An Interview With the Late Chicago Economist Milton Friedman
An interview with Milton Friedman (1912 - 2006) - Nobel Prize-winning economist Milton Friedman is widely regarded as the leader of the Chicago School of monetary economics, which stresses the importance of the quantity of money as an instrument of government policy and as a determinant of business cycles.
Interview conducted 10/01/00
On Freedom and Free Markets
INTERVIEWER: Why are free markets and freedom inseparable?
MILTON FRIEDMAN: Freedom requires individuals to be free to use their own resources in their own way, and modern society requires cooperation among a large number of people. The question is, how can you have cooperation without coercion? If you have a central direction you inevitably have coercion. The only way that has ever been discovered to have a lot of people cooperate together voluntarily is through the free market. And that's why it's so essential to preserving individual freedom.
INTERVIEWER: Marxists say that property is theft. Why, in your view, is private property so central to freedom?
MILTON FRIEDMAN: Because the only way in which you can be free to bring your knowledge to bear in your particular way is by controlling your property. If you don't control your property, if somebody else controls it, they're going to decide what to do with it, and you have no possibility of exercising influence on it. The interesting thing is that there's a lot of knowledge in this society, but, as Friedrich Hayek emphasized so strongly, that knowledge is divided. I have some knowledge; you have some knowledge; he has some knowledge. How do we bring these scattered bits of knowledge back together? And how do we make it in the self-interest of individuals to use that knowledge efficiently? The key to that is private property, because if it belongs to me, you know, there's an obvious fact. Nobody spends somebody else's money as carefully as he spends his own. Nobody uses somebody else's resources as carefully as he uses his own. So if you want efficiency and effectiveness, if you want knowledge to be properly utilized, you have to do it through the means of private property.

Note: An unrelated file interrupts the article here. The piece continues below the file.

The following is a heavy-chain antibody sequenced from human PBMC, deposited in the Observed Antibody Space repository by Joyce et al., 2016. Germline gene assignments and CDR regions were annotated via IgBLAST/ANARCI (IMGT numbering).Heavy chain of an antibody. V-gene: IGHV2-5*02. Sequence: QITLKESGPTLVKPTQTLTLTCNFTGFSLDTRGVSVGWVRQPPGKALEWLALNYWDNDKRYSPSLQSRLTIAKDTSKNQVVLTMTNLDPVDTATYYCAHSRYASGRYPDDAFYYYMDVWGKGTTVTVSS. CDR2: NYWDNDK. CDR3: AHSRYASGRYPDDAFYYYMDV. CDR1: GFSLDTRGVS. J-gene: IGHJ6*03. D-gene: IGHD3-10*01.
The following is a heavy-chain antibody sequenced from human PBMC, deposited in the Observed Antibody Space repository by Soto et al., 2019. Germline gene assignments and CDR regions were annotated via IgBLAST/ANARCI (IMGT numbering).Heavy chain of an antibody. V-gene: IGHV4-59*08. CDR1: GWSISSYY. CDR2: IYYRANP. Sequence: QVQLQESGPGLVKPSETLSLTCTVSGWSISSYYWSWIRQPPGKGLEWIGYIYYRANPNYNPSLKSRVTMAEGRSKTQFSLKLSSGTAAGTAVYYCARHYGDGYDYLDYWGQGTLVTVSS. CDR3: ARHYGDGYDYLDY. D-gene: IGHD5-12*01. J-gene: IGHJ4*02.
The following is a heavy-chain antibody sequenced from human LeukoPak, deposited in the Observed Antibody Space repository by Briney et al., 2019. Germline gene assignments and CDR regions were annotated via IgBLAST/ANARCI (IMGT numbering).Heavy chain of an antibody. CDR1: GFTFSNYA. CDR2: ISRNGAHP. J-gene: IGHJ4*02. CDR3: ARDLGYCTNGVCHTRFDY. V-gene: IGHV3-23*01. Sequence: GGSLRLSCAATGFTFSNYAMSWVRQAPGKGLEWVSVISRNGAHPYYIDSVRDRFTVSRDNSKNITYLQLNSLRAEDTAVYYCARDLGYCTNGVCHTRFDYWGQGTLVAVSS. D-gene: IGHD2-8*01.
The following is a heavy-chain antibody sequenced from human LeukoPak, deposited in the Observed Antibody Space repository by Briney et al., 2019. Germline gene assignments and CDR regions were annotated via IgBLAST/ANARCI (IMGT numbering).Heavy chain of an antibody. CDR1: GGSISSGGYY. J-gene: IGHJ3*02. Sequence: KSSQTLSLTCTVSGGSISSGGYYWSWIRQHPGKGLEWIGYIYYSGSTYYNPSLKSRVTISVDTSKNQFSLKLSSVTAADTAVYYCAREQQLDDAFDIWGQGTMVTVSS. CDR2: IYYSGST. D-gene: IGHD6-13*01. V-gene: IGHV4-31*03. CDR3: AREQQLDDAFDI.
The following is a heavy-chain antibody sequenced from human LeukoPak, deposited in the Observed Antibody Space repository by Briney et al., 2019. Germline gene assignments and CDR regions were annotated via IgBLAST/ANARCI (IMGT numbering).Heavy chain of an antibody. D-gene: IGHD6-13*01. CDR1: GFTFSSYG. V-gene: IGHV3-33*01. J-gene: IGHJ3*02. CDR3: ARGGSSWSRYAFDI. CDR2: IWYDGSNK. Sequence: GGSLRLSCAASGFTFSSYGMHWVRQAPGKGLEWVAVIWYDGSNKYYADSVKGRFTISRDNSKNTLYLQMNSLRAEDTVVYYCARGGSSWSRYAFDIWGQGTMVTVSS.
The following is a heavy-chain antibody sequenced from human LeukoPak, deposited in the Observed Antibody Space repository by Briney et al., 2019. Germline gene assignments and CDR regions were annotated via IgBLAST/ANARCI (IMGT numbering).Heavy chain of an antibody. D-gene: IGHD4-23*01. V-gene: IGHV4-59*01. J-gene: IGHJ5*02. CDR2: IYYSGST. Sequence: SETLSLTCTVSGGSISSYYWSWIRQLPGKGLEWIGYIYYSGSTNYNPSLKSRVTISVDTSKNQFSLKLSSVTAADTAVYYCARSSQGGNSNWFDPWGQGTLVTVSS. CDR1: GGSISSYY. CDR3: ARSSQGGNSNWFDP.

Read the full interview here - http://www.pbs.org/wgbh/commandingheights/shared/minitextlo/int_miltonfriedman.html
Labels: chicago, economics, free market, interviews, milton friedman, pbs